Feng Tianwei's exclusion: Sudden move raises questions about table tennis body itself

The Singapore Table Tennis Association's (STTA) announcement last night that Feng Tianwei "does not fit" in its current plans for rejuvenation was as baffling as it was sudden.

Essentially, the STTA is dropping the world's No. 6 women's player - a three-time Olympic medallist at that - from the national set-up.

The shock move came a day after the association sacked world No. 58 Li Hu, Singapore's second-highest ranked male player, for breaking house rules, including bringing his girlfriend to stay at the STTA hostel overnight.

Feng, 30, is a stalwart who has been at the heart of Singapore table tennis' glories.

The manner in which she was dismissed - like an executioner's axe swiftly severing ties - left the sharpest impression.

One wonders why the STTA sees fit to deploy three-time Olympian Gao Ning as a mentor and offer him a role as a player-coach, but sees no such value in a far more successful Feng.


In one fell swoop - four succinct sentences tucked in the middle of an otherwise lengthy statement - the STTA made it clear that it has no intention of letting Singapore's most successful athlete play any further role.

No press conference was called by the STTA, at which Feng could also have been present to talk about her departure from the squad.

It is believed that she met the association's leadership only in the late afternoon yesterday - which would mean Feng learnt of her fate after many in the fraternity had already got wind of it.

The Straits Times understands that there had been hints of the decision a day before.

Surely, there are better ways of parting with an athlete who has consistently delivered the sport's greatest sporting feats - among them beating China to win a historic world team title in 2010.

The association cited its ambition for "youth development" and a need to be "future ready" in its push for Tokyo 2020 as reasons to refresh the team - all of which are commendable, more so after a disappointing outing at the Rio Olympics.

Having returned empty-handed for the first time in three Games, a post-mortem for Singapore's best-performing sport was definitely warranted.

But if the goal is to make a swift return to the Olympic podium, then dropping one's best and most experienced player seems a strange move.

Feng's age - she will be 34 come 2020 - seems to have been a major factor in the STTA's decision. For someone who has struggled of late with form and chronic injuries, the STTA's scepticism is not completely unfounded.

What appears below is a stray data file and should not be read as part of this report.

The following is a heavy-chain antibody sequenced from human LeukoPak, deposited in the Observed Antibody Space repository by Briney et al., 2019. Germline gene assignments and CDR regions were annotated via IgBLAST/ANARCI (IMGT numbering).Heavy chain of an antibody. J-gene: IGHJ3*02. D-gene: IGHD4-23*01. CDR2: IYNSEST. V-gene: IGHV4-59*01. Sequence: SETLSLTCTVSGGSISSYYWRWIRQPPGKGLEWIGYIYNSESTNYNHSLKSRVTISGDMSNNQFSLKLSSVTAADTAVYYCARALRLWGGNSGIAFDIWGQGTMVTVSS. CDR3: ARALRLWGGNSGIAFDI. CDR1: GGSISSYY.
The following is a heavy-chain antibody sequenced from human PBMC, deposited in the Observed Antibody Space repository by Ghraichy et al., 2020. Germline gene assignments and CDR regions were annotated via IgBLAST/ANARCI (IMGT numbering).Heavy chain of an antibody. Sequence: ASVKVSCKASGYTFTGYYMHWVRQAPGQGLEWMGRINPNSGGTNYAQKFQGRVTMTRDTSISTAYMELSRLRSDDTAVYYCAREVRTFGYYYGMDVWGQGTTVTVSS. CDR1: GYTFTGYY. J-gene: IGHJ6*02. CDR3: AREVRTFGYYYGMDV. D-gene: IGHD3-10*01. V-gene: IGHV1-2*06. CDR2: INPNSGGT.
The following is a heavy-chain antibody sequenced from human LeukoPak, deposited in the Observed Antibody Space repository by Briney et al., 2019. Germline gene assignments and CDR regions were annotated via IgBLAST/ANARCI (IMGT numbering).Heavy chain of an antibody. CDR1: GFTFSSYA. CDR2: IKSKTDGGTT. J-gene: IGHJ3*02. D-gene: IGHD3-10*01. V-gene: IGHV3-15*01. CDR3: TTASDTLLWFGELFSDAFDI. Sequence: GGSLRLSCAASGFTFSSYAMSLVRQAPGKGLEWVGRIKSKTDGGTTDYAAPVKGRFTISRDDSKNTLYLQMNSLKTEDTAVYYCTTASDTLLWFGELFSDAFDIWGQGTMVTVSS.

Still, for the leadership to make such a drastic move is shocking, especially given its timing.

It is no secret that tensions have been running high within the association, after a public fallout between the women's team and former national head coach Jing Junhong at the end of last year.

Jing was later redeployed to become chief coach of youth development instead. Still, as the wife of STTA technical director and former national paddler Loy Soo Han, her link to one of the association's decision-makers inevitably raises concerns about a conflict of interest.

Jing, 48, ironically, is one of a few who can vouch that a significant achievement is not out of the question for older athletes late into their careers.

She herself was 32 when she finished fourth at the 2000 Sydney Olympics. That breakthrough helped pave the way for Singapore's subsequent table tennis achievements.

No one questioned Jing's age, passion or "fit" then.

Even if Feng's career as a player is on the wane, surely her unrivalled experience is something that cannot - and must not - be written off.

One wonders why the STTA sees fit to deploy three-time Olympian Gao Ning, 34, as a mentor and offer him a role as a player-coach, but sees no such value in a far more successful Feng.

While the STTA's intention to groom up-and-coming talent like Zhou Yihan, 22, and Lin Ye, 20, for the future is laudable, choosing to leave Feng completely out of the equation, and not tap her skills and experience in this critical and difficult transition, is bewildering.

If it is indeed personal squabbles and the souring of relations that have led to this breakdown, why should Singapore sport - and the marked progress it has made in recent years - be made to pay the biggest price?

What goes on within the walls of the STTA's Toa Payoh headquarters has always been something few are privy to, but the peculiarity of this episode suggests that a bigger malaise is brewing.

No national sport association can sack two of its best players in quick succession, have athletes fight their coach, and have some of its most notable local talents walk away from the sport, without questions being asked over how it is run.

A version of this article appeared in the print edition of The Straits Times on October 26, 2016, with the headline 'Sudden move raises questions about table tennis body itself'. Print Edition | Subscribe